What are externalities?
Externalities occur when an unrelated third party is affected by another person's economic decisions. Externalities can be either on the consumption or production side and have both positive or negative effects.
If externalities are produced by a firm or a company, it is a positive or negative production externality. For instance, if firms pollute a river as a result of its production process, it is known as a negative production externality.
Comparatively, if the externality is caused by consumers, then it is known as a positive or negative consumption externality. For instance, if consumers adversely impact the healthcare system as a result of smoking, this is known as a negative consumption externality.
Externalities demonstrate either an over or underproduction of goods. Therefore, there is a misallocation of resources meaning that the price is not set at the equilibrium point. This incorrect price reduces total welfare as well as creates deadweight loss, therefore, causing market failure.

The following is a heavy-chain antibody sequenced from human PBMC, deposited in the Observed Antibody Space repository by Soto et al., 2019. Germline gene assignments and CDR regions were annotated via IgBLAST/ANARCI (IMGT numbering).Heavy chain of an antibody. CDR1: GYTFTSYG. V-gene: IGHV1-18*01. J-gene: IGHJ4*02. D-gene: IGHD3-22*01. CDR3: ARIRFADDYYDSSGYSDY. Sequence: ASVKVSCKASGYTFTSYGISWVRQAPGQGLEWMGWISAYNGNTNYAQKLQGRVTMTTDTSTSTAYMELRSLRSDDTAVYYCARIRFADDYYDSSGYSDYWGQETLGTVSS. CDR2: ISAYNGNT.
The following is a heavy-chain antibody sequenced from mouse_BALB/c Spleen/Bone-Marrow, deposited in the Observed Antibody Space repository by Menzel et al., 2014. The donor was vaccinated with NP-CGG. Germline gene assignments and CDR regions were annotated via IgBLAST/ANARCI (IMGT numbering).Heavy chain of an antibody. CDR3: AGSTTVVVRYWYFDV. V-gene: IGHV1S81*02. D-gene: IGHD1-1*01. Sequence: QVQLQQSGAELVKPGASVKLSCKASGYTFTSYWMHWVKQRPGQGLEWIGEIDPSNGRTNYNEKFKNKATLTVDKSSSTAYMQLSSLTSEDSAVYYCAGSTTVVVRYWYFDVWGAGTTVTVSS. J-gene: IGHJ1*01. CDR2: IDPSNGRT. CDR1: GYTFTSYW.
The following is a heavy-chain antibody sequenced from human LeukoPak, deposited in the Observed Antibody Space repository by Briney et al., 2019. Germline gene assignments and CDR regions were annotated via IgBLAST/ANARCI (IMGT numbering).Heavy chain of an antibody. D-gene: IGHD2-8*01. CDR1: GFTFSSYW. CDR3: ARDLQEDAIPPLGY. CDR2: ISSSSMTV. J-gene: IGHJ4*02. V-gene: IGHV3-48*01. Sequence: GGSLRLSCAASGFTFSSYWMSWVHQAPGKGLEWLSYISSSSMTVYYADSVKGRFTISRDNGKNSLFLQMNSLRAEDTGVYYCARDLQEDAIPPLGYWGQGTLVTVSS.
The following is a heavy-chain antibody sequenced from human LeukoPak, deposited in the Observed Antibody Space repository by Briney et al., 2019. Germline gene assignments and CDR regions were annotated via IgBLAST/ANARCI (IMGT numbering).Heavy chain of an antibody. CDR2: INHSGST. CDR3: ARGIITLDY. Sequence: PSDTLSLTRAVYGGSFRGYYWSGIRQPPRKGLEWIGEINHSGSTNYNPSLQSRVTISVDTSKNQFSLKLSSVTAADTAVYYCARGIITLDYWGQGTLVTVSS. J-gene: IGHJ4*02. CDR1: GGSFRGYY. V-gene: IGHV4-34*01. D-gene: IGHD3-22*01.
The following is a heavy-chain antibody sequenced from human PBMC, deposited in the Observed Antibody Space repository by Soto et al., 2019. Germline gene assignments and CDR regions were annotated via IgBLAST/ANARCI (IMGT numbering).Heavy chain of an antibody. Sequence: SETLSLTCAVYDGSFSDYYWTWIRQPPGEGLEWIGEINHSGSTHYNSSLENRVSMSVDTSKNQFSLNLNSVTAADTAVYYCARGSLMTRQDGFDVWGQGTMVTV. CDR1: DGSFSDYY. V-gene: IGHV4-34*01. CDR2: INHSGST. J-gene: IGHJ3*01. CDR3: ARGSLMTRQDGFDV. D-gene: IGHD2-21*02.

Furthermore, externalities represent the consumption and production of both merit and demerit goods. Merit goods are described as products that are beneficial for society however, they are usually underproduced, under-consumed and over-priced. Similarly, demerit goods are products that negatively impact society, however, are over-produced, over-consumed and under-priced. This may help better explain why even positive externalities are examples of market failure as they represent the production or consumption of merit goods.